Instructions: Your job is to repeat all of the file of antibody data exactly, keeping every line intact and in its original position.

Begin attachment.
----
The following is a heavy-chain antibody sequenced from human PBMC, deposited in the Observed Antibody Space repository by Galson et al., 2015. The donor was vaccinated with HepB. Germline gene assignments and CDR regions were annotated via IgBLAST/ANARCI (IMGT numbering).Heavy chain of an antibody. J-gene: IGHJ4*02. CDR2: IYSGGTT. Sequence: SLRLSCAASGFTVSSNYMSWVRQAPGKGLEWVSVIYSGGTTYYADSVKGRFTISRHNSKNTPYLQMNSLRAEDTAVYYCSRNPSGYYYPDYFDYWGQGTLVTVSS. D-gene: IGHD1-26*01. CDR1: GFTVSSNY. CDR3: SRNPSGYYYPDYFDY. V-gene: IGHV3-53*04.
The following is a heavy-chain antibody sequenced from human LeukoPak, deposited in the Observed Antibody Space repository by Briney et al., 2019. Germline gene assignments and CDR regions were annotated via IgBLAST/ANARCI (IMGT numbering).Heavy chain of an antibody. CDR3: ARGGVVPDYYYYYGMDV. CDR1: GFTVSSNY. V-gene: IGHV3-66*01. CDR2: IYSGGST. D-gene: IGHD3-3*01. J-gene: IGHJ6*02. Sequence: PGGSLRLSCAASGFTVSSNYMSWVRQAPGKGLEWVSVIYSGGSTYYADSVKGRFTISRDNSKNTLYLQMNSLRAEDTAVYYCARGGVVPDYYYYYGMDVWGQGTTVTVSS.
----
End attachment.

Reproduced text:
The following is a heavy-chain antibody sequenced from human PBMC, deposited in the Observed Antibody Space repository by Galson et al., 2015. The donor was vaccinated with HepB. Germline gene assignments and CDR regions were annotated via IgBLAST/ANARCI (IMGT numbering).Heavy chain of an antibody. J-gene: IGHJ4*02. CDR2: IYSGGTT. Sequence: SLRLSCAASGFTVSSNYMSWVRQAPGKGLEWVSVIYSGGTTYYADSVKGRFTISRHNSKNTPYLQMNSLRAEDTAVYYCSRNPSGYYYPDYFDYWGQGTLVTVSS. D-gene: IGHD1-26*01. CDR1: GFTVSSNY. CDR3: SRNPSGYYYPDYFDY. V-gene: IGHV3-53*04.
The following is a heavy-chain antibody sequenced from human LeukoPak, deposited in the Observed Antibody Space repository by Briney et al., 2019. Germline gene assignments and CDR regions were annotated via IgBLAST/ANARCI (IMGT numbering).Heavy chain of an antibody. CDR3: ARGGVVPDYYYYYGMDV. CDR1: GFTVSSNY. V-gene: IGHV3-66*01. CDR2: IYSGGST. D-gene: IGHD3-3*01. J-gene: IGHJ6*02. Sequence: PGGSLRLSCAASGFTVSSNYMSWVRQAPGKGLEWVSVIYSGGSTYYADSVKGRFTISRDNSKNTLYLQMNSLRAEDTAVYYCARGGVVPDYYYYYGMDVWGQGTTVTVSS.